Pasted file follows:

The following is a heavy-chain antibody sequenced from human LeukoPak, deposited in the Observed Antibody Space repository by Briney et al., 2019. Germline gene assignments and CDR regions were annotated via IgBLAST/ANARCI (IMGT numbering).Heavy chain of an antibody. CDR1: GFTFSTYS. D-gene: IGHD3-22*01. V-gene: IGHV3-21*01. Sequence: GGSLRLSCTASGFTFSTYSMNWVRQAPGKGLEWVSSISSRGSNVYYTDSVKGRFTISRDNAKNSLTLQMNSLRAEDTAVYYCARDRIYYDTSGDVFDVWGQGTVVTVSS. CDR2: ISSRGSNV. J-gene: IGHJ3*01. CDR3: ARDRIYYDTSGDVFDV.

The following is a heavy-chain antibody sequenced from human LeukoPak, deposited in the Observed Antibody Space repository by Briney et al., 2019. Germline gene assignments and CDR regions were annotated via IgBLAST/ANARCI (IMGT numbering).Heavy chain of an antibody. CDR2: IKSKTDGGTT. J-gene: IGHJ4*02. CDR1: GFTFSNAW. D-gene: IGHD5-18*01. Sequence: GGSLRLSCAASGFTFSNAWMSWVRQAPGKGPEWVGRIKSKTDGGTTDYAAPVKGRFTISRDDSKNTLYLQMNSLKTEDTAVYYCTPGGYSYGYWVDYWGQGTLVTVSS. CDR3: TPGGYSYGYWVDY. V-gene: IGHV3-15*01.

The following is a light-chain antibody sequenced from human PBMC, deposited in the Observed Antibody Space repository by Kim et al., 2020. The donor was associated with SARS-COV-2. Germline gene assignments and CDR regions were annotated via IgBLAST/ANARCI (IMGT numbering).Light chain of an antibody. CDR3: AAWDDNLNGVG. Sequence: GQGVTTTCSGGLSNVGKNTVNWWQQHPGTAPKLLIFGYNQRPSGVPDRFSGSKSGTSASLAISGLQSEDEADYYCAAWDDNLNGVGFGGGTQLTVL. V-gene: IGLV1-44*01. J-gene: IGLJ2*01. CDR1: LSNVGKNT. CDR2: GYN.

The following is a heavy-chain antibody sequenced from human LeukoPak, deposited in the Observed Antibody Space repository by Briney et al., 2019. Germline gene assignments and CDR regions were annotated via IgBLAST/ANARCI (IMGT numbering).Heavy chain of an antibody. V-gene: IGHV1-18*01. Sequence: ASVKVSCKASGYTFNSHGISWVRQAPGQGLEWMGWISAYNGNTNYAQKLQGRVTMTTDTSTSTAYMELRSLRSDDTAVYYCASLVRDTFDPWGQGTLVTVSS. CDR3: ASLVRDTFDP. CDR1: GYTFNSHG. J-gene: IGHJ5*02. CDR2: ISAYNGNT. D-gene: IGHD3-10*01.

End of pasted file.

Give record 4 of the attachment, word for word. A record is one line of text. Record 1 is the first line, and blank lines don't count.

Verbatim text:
The following is a heavy-chain antibody sequenced from human LeukoPak, deposited in the Observed Antibody Space repository by Briney et al., 2019. Germline gene assignments and CDR regions were annotated via IgBLAST/ANARCI (IMGT numbering).Heavy chain of an antibody. V-gene: IGHV1-18*01. Sequence: ASVKVSCKASGYTFNSHGISWVRQAPGQGLEWMGWISAYNGNTNYAQKLQGRVTMTTDTSTSTAYMELRSLRSDDTAVYYCASLVRDTFDPWGQGTLVTVSS. CDR3: ASLVRDTFDP. CDR1: GYTFNSHG. J-gene: IGHJ5*02. CDR2: ISAYNGNT. D-gene: IGHD3-10*01.